The Pros And Cons Of Different Crypto Wallets, With Zengo

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The Pros And Cons Of Different Crypto Wallets, With Zengo

When it comes to keeping your crypto secure, there are many types of crypto wallets to choose from – each with pros and cons. So let’s run through some of the main crypto storage methods to see which one makes the most sense for you.

What are crypto wallets?

Unlike the wallet in your pocket, crypto wallets don’t store any currency. The coins and tokens you own represent pieces of code on a blockchain. Most crypto wallets involve storing that code in the form of your public and private keys. Together, these keys let you access your funds and transact on the blockchain.

  • Public key: a random string of characters that’s a bit like an email address – you need it to receive crypto from other wallets.
  • Private key: a second string of characters that’s like your email password – you need it to send crypto to other wallets, including when you want to withdraw your funds.

When it comes to storing your keys, you have two options: store them with a third-party platform (like a crypto exchange), or store them yourself (self-custody).

Storing your keys with a third party

Crypto exchanges take custody of your crypto, meaning they’re responsible for keeping it safe. This comes with three main advantages. Firstly, you can still access your crypto if you forget your password – though you might have to jump through a few authentication hurdles to do it. Secondly, crypto exchanges are very convenient for traders because they can access their crypto and trade there and then. Thirdly, top tier crypto exchanges have excellent security nowadays.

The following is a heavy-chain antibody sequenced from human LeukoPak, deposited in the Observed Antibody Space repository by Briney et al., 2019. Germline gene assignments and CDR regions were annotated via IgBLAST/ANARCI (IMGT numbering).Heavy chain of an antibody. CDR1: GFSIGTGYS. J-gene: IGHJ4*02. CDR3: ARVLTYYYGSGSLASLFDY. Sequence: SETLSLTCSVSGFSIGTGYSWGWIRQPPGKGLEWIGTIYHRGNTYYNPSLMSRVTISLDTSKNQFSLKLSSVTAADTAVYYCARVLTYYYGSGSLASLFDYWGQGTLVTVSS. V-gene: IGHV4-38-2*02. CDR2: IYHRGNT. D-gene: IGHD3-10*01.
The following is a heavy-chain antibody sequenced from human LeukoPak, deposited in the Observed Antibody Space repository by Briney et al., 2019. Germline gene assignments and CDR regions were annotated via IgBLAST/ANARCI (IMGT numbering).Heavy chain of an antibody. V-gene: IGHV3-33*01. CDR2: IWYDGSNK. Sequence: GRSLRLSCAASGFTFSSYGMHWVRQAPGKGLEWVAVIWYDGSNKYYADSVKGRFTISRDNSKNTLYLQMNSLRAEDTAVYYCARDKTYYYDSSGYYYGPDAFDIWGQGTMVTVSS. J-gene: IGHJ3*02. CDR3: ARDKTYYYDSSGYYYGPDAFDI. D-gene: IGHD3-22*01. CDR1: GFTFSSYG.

With all that being said, there are disadvantages too. For one thing, you can’t plug into decentralized finance (DeFi) and NFT applications on the blockchain from an exchange. You also don’t technically own your crypto when you deposit it on an exchange – so you need to trust that exchange to always act in your best interests.

There have been times when exchanges have held up customer withdrawals at their own discretion if they think there’s a valid reason to do so. For example, some exchanges or crypto lending platforms might treat your crypto as company debt if the platform goes out of business. So in a worst case scenario, your crypto could be used to pay off the company’s creditors as a consolation prize. Of course, that’s not the case with all exchanges, so make sure you read the fine print before choosing one.

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Everyone has a story about their cousin’s friend getting their crypto stolen. Thing is, you don’t often hear about any big institutions having the same problems. That’s because most of them ditch private keys for an advanced type of cryptography – multiparty computation, or MPC for short – that keeps their crypto extra safe.

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Storing your keys yourself

There are a few ways to securely store your keys yourself. At the most old school end of the spectrum, there’s paper wallets, which you can set up using a website like

Paper wallets have three main advantages: they’re free to set up, they’re not connected to the internet – known as “cold storage” – so they’re highly secure, and only you have access to your wallet.

But there are major disadvantages too. First, you need a different paper wallet for every individual blockchain where you own coins and tokens. For example, if you wanted to store ether or other Ethereum based tokens, you’d have to create another wallet using This means you have a lot more paper to manage if you have a lot of different coins. Second, you need to securely store all that paper somewhere – there's no safety net if you lose it or it gets stolen.